Spring Thing '16 post-mortem

You’re not.

(“Wanting to prove myself” to myself might be a part of it; but wanting to prove myself better than other people is not.)

(Besides, maybe other people are better than me and just put in a typo on the day before the comp that stopped their game working. If I’m striving to Actualise Myself As A Human By Being The Best I Can Be, why would I want to beat someone on that smug technicality?)

Right - doing well in a comp because someone introduced a late-dev bug and couldn’t fix it is kind of like doing well in a Magic tournament because of a bad judge ruling. Maybe it’s better than losing, but you don’t feel good about yourself.

I would say that it needn’t be a test of one’s abilities as such. You could have a Bingo or Chutes and Ladders competition if you wanted. Certainly it needn’t be the test of the abilities of a lone creator, as you suggested by saying that the point is to determine whose skills are better without outside assistance. Who Wants To Be A Millionaire is (was?) a competition even though competitors could call on outside assistance. Race car drivers have pit crews. Golfers have caddies. Etc., etc. The important thing is the rules, that you only use outside assistance insofar as allowed by the rules, and the rules are clear on this point.

Furthermore, being responsive to feedback is itself a skill. And, as I’ve mentioned, the games that have to be revised because they’re buggy will do worse than the ones that work as designed from the beginning. (I don’t think anyone has tried to answer the question of how high a game has placed that had to be revised because of bugs… did Eurydice ever fix its typos?)

Anyway, what does it matter? Suppose there is some exact definition of competition under which competitions shouldn’t allow updates. That leaves open the question of why we would want to have competitions rather than something else… call them “comps.” (Which can be not competitive in any sense; Taleslinger’s New Year’s Eve event was briefly called a Mincomp even though the participants weren’t competing against each other in any sense.) Too often you’ve just laid down your somewhat tendentious definition of competition and then said that the update rule violates the spirit of competition, as if it’s self-explanatory why we should care.

I see the value in IF comps, if anything in this area, as motivating people to produce better games. The improvement of some abstract skill isn’t much use except insofar as it leads to better games (if it’s possible to separate the two). You’ve given an argument that a no-update rule would motivate people to test beforehand (which honestly doesn’t seem like improving skill anyway, but engaging in better practices–but never mind, because I’m all in favor of it!) but as I said the history of the comp doesn’t support the idea that allowing updates actually decreases willingness to test your game. Taking positive steps to encourage testing would be a lot better.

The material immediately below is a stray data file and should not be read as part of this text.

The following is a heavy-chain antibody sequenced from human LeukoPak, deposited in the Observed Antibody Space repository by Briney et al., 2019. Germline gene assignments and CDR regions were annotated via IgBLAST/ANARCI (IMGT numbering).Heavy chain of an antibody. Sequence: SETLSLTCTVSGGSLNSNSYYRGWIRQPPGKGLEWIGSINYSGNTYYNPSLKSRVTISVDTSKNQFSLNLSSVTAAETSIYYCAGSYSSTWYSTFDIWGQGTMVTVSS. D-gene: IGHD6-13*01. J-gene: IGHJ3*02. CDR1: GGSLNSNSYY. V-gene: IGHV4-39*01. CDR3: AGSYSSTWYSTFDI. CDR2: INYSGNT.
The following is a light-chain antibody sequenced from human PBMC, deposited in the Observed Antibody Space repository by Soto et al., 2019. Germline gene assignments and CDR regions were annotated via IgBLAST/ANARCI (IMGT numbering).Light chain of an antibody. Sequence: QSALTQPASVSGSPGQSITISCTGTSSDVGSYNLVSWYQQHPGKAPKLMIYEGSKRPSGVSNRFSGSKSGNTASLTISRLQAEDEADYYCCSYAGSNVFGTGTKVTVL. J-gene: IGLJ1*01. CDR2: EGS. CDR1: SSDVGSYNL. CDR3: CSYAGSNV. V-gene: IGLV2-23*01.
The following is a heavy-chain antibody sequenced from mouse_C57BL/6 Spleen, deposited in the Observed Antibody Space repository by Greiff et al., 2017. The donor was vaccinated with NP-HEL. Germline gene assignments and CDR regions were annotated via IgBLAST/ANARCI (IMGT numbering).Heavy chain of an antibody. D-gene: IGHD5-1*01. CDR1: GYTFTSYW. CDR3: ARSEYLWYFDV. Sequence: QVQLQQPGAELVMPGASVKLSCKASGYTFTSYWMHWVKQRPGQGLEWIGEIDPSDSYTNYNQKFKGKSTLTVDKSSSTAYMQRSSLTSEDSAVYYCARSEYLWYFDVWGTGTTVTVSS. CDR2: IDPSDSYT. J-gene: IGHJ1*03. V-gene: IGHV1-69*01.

And if the idea is that the element of competition will encourage people to improve because of their drive to win over everyone else… well, as Sequitur and Robin said, I don’t honestly think that most people on the IF scene are motivated specifically by that. When I submitted a game with an annoying bug, I wasn’t mortified because I thought it would lead to me placing lower in the competition, I was mortified because I thought I was letting down my players and peers.

Re: Reaching minority groups

This is coming from more of a player’s perspective than an author’s, but the trend toward games that are inaccessible to people with disabilities (in my case visual impairment) is very discouraging. The first three games I tried this year were either impossible to play with a screen reader, or it was unnecessarily difficult. IF Comp games are becoming similarly uninviting; I’m guessing most of the hypertext games this year will be inaccessible. That is a bit ironic, perhaps, given that I was attracted to the community over a decade ago because it produced games that I could actually play. Now I always assume new Twine-produced games are inaccessible, difficult to play, or incomprehensible. I try most anyway, but it is very discouraging, and I can imagine people just giving up in frustration and never coming back. I should note that some platforms, like Choice of Games, are accessible. For the most part parser games are accessible as well, as long as they are made with one of the more popular systems.